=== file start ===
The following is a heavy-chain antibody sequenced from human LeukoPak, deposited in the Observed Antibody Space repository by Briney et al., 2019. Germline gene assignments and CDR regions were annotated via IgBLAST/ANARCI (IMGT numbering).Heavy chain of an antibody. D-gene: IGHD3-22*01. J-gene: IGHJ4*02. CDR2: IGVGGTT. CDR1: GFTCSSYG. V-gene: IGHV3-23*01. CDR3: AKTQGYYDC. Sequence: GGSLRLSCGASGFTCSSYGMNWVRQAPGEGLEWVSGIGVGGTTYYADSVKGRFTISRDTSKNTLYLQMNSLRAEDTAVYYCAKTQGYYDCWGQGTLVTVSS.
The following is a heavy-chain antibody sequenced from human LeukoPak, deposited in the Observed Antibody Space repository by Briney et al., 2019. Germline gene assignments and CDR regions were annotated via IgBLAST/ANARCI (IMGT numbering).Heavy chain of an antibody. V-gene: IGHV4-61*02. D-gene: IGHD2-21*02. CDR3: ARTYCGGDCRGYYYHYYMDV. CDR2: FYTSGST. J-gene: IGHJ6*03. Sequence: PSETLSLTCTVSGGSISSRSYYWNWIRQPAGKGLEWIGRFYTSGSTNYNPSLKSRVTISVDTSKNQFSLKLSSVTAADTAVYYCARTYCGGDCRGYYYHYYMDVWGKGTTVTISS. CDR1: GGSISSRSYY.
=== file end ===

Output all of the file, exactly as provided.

The following is a heavy-chain antibody sequenced from human LeukoPak, deposited in the Observed Antibody Space repository by Briney et al., 2019. Germline gene assignments and CDR regions were annotated via IgBLAST/ANARCI (IMGT numbering).Heavy chain of an antibody. D-gene: IGHD3-22*01. J-gene: IGHJ4*02. CDR2: IGVGGTT. CDR1: GFTCSSYG. V-gene: IGHV3-23*01. CDR3: AKTQGYYDC. Sequence: GGSLRLSCGASGFTCSSYGMNWVRQAPGEGLEWVSGIGVGGTTYYADSVKGRFTISRDTSKNTLYLQMNSLRAEDTAVYYCAKTQGYYDCWGQGTLVTVSS.
The following is a heavy-chain antibody sequenced from human LeukoPak, deposited in the Observed Antibody Space repository by Briney et al., 2019. Germline gene assignments and CDR regions were annotated via IgBLAST/ANARCI (IMGT numbering).Heavy chain of an antibody. V-gene: IGHV4-61*02. D-gene: IGHD2-21*02. CDR3: ARTYCGGDCRGYYYHYYMDV. CDR2: FYTSGST. J-gene: IGHJ6*03. Sequence: PSETLSLTCTVSGGSISSRSYYWNWIRQPAGKGLEWIGRFYTSGSTNYNPSLKSRVTISVDTSKNQFSLKLSSVTAADTAVYYCARTYCGGDCRGYYYHYYMDVWGKGTTVTISS. CDR1: GGSISSRSYY.